I loved games, and in my infancy I used to be an "adult playing observer", passing hours watching people inserting 25 peseta coins for additional lifespan in Gauntlet, or trying to consume all Out Run's in-game melodies and the colorful USA-wide scroll. Defender, Space Invaders, Galaxian or Donkey Kong are the first ones I remember, full of charm, in bars, mini-golf resources, or swimming pools near León, with a delicious smell to tapas.
Lunar Lander is an arcade game released by Atari, Inc. in 1979, which uses a vector monitor to display vector graphics. Although not particularly successful, the vector-graphics generator of the arcade game was also the impetus for Atari's most successful coin-operated game: Asteroids. The object of the Lunar Lander game is to pilot a lunar landing module to a safe touchdown on the moon. Approximately 4,830 units were produced.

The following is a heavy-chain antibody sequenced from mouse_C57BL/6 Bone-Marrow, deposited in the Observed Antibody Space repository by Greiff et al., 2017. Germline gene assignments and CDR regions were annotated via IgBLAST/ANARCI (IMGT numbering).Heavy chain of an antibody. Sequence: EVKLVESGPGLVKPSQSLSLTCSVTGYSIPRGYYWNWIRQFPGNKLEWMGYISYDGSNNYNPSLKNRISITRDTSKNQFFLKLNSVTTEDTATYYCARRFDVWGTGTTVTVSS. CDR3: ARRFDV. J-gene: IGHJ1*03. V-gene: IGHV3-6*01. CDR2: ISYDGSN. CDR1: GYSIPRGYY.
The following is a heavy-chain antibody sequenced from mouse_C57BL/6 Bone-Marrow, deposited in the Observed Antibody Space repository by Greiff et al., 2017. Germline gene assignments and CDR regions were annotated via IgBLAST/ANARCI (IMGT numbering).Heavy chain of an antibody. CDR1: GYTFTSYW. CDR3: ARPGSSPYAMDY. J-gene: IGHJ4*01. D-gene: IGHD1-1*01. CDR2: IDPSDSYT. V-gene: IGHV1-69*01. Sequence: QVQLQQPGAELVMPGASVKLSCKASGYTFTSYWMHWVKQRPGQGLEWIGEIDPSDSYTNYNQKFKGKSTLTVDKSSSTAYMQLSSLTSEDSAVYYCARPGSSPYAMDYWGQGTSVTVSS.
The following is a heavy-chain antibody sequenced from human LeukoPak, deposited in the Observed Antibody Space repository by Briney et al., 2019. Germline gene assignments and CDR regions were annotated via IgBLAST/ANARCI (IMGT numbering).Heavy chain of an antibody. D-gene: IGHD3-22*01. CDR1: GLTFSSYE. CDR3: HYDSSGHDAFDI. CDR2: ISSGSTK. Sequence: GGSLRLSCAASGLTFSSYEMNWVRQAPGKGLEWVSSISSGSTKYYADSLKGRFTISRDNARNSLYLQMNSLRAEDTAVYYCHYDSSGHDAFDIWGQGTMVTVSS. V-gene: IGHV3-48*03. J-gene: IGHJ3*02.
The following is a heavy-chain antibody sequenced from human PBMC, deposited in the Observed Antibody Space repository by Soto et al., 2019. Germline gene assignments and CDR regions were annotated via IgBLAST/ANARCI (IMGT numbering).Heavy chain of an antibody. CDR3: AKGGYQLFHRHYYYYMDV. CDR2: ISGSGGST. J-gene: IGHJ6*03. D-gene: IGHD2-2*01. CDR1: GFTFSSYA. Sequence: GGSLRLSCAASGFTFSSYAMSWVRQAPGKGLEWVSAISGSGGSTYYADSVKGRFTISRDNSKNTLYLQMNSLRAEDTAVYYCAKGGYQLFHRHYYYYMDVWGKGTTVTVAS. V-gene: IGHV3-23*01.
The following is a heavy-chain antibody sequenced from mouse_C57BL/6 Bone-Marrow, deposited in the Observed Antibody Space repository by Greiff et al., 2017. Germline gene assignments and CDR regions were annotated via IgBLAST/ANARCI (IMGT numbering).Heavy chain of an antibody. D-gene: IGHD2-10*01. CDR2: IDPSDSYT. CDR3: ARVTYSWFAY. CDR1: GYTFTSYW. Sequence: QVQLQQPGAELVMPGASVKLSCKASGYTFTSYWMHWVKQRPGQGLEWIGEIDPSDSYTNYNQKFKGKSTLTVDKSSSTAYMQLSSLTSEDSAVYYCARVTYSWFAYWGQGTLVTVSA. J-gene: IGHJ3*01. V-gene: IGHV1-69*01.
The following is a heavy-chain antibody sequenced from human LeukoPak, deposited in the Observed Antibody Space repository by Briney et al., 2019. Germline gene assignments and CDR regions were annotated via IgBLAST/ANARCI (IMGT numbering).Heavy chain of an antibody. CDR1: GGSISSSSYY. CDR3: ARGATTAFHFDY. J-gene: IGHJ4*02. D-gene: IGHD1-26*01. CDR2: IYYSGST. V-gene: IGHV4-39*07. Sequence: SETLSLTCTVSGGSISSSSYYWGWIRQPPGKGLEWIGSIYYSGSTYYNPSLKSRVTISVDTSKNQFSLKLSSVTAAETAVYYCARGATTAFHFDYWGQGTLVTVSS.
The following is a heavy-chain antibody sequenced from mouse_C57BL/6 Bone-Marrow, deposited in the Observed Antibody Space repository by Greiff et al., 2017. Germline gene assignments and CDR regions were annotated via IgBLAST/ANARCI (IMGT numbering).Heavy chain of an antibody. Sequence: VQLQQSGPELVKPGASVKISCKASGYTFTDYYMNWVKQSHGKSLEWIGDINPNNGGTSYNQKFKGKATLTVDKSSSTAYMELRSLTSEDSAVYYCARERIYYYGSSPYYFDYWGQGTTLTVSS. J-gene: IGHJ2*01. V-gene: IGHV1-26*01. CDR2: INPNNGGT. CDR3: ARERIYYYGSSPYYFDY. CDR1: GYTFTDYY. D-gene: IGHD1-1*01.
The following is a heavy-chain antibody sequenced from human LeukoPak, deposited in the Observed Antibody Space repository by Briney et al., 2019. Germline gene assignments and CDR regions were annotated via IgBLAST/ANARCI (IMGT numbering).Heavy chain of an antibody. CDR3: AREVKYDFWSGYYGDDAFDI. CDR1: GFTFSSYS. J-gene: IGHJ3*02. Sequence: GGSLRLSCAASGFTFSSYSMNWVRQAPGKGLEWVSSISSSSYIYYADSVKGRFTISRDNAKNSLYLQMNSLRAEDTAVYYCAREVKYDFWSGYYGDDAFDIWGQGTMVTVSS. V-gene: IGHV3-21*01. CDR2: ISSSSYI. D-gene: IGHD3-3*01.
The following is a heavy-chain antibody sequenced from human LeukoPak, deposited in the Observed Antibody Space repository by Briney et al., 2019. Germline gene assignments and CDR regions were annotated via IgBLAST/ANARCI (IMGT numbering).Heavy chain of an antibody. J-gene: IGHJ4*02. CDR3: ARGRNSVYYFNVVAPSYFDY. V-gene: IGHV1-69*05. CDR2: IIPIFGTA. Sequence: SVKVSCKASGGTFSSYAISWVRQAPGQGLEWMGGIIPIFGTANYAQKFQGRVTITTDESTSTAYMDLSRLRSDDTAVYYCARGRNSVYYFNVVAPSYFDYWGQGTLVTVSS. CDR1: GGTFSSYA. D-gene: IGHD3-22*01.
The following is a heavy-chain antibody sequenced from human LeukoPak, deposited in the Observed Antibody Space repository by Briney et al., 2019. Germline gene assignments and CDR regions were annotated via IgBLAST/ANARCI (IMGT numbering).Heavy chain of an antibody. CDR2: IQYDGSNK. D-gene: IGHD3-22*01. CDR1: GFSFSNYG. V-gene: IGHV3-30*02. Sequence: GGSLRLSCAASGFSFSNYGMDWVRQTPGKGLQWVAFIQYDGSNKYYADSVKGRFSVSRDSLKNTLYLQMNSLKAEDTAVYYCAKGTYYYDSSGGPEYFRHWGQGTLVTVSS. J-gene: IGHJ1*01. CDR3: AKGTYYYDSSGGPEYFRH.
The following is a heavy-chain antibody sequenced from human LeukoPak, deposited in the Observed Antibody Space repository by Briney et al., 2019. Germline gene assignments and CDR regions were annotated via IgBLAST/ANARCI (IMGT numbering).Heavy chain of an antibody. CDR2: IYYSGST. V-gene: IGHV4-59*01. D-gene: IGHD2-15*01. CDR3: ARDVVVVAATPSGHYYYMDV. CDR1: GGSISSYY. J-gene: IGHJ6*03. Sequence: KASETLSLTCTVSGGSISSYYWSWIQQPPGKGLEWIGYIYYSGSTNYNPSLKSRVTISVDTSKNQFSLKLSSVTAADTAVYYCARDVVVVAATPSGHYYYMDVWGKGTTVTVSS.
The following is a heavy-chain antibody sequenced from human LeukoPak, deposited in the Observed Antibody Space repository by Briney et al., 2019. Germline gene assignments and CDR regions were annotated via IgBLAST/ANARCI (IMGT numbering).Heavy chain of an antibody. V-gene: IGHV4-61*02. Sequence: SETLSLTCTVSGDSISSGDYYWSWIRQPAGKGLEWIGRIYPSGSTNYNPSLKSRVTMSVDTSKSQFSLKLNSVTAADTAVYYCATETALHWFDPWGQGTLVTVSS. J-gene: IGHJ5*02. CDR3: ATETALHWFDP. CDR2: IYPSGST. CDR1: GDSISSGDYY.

The objective of Lunar Lander is to pilot a lunar landing module as it prepares to touch down on the moon. The terrain is very jagged and has only a few flat areas appropriate for landing. These areas are highlighted with a flashing bonus multiplier, which is higher for smaller areas. If the player successfully lands the module, he or she is awarded points based on how good the landing was and the difficulty of the landing site. If he or she crashes, points are awarded based on the severity of the crash and sometimes the player receives a fuel penalty. In either case, the game starts another round with a different set of terrain and the player's remaining fuel. The game is over when the player has run out of fuel and crashes on the moon's surface.
To pilot the lander, the player must counteract gravity by using the lander's aft thrusters to slow its descent. The player uses a proportional throttle to adjust the strength of the thrusters, a new feature at the time of the game's release. Three buttons provide the ability to rotate the craft clockwise and counterclockwise, and to "abort" an approach by firing the thrusters at full strength for a short time. Each action uses up the craft's limited fuel, and when fuel has run out, the lander stops responding to the player's actions. The player can optionally purchase more fuel at any time during the game by depositing additional coins, also a new feature for its time.